UN rights chief slams `illegal` response to protestors
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Last Updated: Saturday, February 19, 2011, 00:08
Geneva: The UN human rights chief on Friday condemned the response of security forces against protestors in the Middle East and North Africa as "illegal and excessively heavy-handed".

"The nature and scope of the human rights violations taking place in several countries in the region in response to those who are largely demonstrating peacefully for their fundamental human rights and freedoms, is alarming," said UN High Commissioner for Human Rights Navi Pillay.

In the statement issued by her office, the UN rights chief "condemned as illegal and excessively heavy-handed the response of a number of governments in the Middle East and North Africa to the legitimate demands of their people".

She noted that protestors had been killed in recent weeks in Algeria, Bahrain, Iran, Iraq, Libya and Yemen, and that security forces were targeting their violence on certain professions.

"Particularly egregious are the targeted attacks on journalists, lawyers, human rights defenders and even, in the case of Bahrain, doctors and medical personnel attending to injured protestors," she said.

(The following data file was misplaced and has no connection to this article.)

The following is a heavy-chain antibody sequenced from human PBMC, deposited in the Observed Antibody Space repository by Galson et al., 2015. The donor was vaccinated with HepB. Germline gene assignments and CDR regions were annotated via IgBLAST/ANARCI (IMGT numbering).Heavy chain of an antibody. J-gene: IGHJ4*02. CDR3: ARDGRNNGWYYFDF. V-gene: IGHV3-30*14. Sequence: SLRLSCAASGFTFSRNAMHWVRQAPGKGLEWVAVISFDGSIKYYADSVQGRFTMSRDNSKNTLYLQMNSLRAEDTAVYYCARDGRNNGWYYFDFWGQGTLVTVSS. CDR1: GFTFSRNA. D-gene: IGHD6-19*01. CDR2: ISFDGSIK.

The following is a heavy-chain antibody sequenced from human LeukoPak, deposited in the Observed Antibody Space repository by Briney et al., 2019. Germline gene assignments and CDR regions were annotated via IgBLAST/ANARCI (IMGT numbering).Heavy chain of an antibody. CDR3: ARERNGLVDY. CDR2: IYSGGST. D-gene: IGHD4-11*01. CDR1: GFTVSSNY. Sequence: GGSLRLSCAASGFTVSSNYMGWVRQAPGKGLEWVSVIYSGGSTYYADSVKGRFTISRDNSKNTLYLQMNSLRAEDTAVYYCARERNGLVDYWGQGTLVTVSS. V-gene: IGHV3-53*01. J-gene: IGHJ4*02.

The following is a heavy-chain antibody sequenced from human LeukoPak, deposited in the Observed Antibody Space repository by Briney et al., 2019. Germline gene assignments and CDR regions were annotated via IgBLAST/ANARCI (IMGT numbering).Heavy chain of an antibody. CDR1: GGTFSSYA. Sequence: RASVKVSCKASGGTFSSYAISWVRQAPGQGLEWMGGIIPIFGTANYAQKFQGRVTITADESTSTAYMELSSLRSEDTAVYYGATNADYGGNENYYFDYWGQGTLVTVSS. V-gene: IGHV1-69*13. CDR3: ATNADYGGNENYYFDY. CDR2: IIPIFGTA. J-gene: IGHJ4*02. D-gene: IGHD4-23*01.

"The reported use of plainclothes security officials against opposition protestors is very worrying," added the UN official.

Pillay assessed that the root causes of the unrest has been the deprivation of the population's basic rights and freedoms.

"The people of the Middle East and North Africa cannot be denied these basic freedoms.

"The protestors' calls for justice, respect for personal freedoms and human rights, for legal and political reforms in this regard, are reasonable and legitimate," said Pillay.

"Governments need to be responsive. By resorting to oppressive security measures, they will only foment more frustration, more anger, more instability, which is certainly not in the national interest," she warned.

"The Middle East and North Africa region is boiling with anger," observed the UN rights chief.

A popular uprising which began in Tunisia and drove out president Zine El Abidine Ben Ali last month has since swept into Egypt and led to the downfall of president Hosni Mubarak.

Revolts have now reached other Arab countries like Bahrain and Libya, where fatalities are mounting as authorities move to crack down on protests.

A group of UN independent experts on human rights also issued a separate statement today, saying they were "alarmed and shocked" by the death toll.


First Published: Saturday, February 19, 2011, 00:08

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